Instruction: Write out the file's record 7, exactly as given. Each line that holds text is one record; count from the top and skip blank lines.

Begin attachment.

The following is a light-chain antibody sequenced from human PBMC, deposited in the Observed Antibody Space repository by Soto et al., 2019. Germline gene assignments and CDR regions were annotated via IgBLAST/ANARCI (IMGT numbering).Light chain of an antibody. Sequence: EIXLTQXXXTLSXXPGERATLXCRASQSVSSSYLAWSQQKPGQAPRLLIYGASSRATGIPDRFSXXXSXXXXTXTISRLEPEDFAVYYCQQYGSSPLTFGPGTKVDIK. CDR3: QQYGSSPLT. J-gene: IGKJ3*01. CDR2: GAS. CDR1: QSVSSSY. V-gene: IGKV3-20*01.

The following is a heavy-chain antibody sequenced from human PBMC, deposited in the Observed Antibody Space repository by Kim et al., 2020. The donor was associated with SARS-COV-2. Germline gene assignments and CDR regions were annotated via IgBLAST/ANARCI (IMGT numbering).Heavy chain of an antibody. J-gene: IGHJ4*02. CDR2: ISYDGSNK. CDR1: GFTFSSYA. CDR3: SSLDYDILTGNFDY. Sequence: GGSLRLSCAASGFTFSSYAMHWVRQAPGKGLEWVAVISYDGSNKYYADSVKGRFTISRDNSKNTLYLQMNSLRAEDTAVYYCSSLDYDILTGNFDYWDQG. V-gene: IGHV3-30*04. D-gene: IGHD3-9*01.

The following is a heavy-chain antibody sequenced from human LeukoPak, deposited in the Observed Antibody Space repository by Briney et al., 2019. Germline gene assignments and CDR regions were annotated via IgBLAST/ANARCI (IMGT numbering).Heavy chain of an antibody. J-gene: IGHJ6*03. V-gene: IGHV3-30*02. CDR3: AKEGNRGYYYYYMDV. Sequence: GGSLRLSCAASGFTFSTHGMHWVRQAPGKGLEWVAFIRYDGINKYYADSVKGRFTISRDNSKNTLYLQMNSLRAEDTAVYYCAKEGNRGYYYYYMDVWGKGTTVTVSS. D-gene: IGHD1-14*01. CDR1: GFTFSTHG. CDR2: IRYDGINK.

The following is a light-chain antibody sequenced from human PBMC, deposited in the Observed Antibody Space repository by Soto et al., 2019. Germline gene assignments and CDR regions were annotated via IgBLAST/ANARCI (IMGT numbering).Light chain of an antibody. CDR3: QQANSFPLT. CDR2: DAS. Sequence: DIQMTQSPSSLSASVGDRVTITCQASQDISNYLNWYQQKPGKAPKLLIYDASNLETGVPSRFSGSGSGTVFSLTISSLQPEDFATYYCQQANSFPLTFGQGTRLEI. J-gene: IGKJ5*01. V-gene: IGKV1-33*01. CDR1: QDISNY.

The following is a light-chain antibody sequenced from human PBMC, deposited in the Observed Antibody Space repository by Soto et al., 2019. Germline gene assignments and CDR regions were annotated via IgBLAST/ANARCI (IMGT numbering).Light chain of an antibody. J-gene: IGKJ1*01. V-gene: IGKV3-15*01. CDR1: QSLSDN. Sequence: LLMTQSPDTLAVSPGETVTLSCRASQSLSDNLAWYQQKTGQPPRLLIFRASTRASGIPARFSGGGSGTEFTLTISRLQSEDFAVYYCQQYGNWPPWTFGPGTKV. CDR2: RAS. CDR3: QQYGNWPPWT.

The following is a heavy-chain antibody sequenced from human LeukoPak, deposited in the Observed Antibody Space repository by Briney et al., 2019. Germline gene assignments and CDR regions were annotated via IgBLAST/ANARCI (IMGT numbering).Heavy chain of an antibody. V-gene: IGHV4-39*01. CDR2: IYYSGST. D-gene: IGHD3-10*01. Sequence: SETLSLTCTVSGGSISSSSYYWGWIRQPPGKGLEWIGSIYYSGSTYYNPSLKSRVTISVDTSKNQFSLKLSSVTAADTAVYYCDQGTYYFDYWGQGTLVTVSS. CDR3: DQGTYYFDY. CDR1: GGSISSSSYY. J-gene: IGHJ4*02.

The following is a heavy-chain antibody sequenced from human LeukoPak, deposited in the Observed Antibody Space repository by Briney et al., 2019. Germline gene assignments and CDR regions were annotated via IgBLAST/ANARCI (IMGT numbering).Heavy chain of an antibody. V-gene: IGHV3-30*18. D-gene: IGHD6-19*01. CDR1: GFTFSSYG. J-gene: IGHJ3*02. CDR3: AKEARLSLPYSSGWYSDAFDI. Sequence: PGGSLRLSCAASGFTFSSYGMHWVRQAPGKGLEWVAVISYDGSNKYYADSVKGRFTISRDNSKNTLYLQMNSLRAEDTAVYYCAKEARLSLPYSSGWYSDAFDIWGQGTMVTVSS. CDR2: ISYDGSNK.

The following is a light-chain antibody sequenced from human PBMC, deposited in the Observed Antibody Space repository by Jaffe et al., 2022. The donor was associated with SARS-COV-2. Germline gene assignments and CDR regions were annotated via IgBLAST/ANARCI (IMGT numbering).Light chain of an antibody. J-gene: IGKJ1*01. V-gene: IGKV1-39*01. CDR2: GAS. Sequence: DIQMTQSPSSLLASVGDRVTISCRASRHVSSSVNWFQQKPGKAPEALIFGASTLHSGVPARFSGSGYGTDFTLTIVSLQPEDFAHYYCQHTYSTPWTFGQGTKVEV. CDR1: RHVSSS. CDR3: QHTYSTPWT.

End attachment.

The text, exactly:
The following is a heavy-chain antibody sequenced from human LeukoPak, deposited in the Observed Antibody Space repository by Briney et al., 2019. Germline gene assignments and CDR regions were annotated via IgBLAST/ANARCI (IMGT numbering).Heavy chain of an antibody. V-gene: IGHV3-30*18. D-gene: IGHD6-19*01. CDR1: GFTFSSYG. J-gene: IGHJ3*02. CDR3: AKEARLSLPYSSGWYSDAFDI. Sequence: PGGSLRLSCAASGFTFSSYGMHWVRQAPGKGLEWVAVISYDGSNKYYADSVKGRFTISRDNSKNTLYLQMNSLRAEDTAVYYCAKEARLSLPYSSGWYSDAFDIWGQGTMVTVSS. CDR2: ISYDGSNK.